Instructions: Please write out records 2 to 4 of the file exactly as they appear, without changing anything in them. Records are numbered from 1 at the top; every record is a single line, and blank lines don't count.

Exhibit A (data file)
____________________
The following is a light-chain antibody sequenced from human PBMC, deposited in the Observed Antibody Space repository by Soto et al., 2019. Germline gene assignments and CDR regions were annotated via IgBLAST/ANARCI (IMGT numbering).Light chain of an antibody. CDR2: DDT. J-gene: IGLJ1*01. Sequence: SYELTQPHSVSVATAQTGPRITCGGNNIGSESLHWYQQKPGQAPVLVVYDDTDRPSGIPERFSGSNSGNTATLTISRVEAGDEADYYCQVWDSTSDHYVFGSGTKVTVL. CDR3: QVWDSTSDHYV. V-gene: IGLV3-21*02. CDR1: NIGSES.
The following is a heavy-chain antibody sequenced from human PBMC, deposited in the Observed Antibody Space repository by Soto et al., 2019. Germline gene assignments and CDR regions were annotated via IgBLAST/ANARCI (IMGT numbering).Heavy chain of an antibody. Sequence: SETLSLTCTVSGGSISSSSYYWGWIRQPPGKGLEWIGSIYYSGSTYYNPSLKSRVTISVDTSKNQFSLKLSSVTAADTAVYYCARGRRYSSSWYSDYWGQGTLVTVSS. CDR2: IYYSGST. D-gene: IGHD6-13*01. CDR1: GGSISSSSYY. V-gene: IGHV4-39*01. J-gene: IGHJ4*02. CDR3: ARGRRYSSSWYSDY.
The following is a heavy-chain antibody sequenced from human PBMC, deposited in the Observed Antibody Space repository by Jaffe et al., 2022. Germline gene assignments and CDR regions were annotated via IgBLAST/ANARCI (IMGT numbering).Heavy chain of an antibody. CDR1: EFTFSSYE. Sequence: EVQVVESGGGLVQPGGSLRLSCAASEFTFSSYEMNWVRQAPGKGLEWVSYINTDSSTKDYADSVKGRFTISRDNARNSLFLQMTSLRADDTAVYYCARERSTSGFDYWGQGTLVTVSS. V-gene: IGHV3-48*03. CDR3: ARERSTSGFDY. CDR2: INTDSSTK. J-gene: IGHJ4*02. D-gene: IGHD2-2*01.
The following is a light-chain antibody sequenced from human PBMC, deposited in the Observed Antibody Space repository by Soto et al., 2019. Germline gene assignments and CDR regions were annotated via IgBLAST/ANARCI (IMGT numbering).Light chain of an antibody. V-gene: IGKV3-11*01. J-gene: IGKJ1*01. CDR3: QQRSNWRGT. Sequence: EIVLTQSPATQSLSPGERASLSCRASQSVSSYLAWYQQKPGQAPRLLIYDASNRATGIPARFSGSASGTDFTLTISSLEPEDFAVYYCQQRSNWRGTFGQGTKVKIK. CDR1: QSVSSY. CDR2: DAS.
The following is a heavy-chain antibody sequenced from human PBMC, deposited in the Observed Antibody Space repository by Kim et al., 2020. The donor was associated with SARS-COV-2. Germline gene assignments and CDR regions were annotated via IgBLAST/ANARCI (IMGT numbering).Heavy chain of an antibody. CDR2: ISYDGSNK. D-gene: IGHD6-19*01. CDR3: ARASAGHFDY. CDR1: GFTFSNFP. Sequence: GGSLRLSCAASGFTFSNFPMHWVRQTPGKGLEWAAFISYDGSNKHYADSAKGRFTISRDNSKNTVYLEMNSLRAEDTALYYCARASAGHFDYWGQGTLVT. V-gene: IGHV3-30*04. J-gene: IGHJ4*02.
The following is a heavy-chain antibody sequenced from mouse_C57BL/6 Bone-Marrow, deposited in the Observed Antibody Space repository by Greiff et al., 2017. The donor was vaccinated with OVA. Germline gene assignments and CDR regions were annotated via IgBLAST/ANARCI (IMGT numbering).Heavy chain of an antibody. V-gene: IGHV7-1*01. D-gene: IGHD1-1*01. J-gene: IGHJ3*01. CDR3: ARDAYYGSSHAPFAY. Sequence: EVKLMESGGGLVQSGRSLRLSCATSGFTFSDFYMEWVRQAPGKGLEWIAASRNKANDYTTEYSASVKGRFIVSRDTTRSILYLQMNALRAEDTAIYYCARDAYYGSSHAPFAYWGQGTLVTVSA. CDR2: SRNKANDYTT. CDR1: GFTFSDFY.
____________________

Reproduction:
The following is a heavy-chain antibody sequenced from human PBMC, deposited in the Observed Antibody Space repository by Soto et al., 2019. Germline gene assignments and CDR regions were annotated via IgBLAST/ANARCI (IMGT numbering).Heavy chain of an antibody. Sequence: SETLSLTCTVSGGSISSSSYYWGWIRQPPGKGLEWIGSIYYSGSTYYNPSLKSRVTISVDTSKNQFSLKLSSVTAADTAVYYCARGRRYSSSWYSDYWGQGTLVTVSS. CDR2: IYYSGST. D-gene: IGHD6-13*01. CDR1: GGSISSSSYY. V-gene: IGHV4-39*01. J-gene: IGHJ4*02. CDR3: ARGRRYSSSWYSDY.
The following is a heavy-chain antibody sequenced from human PBMC, deposited in the Observed Antibody Space repository by Jaffe et al., 2022. Germline gene assignments and CDR regions were annotated via IgBLAST/ANARCI (IMGT numbering).Heavy chain of an antibody. CDR1: EFTFSSYE. Sequence: EVQVVESGGGLVQPGGSLRLSCAASEFTFSSYEMNWVRQAPGKGLEWVSYINTDSSTKDYADSVKGRFTISRDNARNSLFLQMTSLRADDTAVYYCARERSTSGFDYWGQGTLVTVSS. V-gene: IGHV3-48*03. CDR3: ARERSTSGFDY. CDR2: INTDSSTK. J-gene: IGHJ4*02. D-gene: IGHD2-2*01.
The following is a light-chain antibody sequenced from human PBMC, deposited in the Observed Antibody Space repository by Soto et al., 2019. Germline gene assignments and CDR regions were annotated via IgBLAST/ANARCI (IMGT numbering).Light chain of an antibody. V-gene: IGKV3-11*01. J-gene: IGKJ1*01. CDR3: QQRSNWRGT. Sequence: EIVLTQSPATQSLSPGERASLSCRASQSVSSYLAWYQQKPGQAPRLLIYDASNRATGIPARFSGSASGTDFTLTISSLEPEDFAVYYCQQRSNWRGTFGQGTKVKIK. CDR1: QSVSSY. CDR2: DAS.